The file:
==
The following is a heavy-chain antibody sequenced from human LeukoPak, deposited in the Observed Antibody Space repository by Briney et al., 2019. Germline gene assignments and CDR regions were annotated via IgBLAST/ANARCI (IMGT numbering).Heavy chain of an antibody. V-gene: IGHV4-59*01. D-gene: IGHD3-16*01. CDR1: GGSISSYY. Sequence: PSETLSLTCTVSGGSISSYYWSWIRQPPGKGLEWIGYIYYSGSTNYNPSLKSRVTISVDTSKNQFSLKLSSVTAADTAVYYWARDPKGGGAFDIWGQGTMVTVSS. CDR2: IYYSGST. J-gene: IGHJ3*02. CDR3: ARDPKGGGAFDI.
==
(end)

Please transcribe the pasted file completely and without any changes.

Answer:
The following is a heavy-chain antibody sequenced from human LeukoPak, deposited in the Observed Antibody Space repository by Briney et al., 2019. Germline gene assignments and CDR regions were annotated via IgBLAST/ANARCI (IMGT numbering).Heavy chain of an antibody. V-gene: IGHV4-59*01. D-gene: IGHD3-16*01. CDR1: GGSISSYY. Sequence: PSETLSLTCTVSGGSISSYYWSWIRQPPGKGLEWIGYIYYSGSTNYNPSLKSRVTISVDTSKNQFSLKLSSVTAADTAVYYWARDPKGGGAFDIWGQGTMVTVSS. CDR2: IYYSGST. J-gene: IGHJ3*02. CDR3: ARDPKGGGAFDI.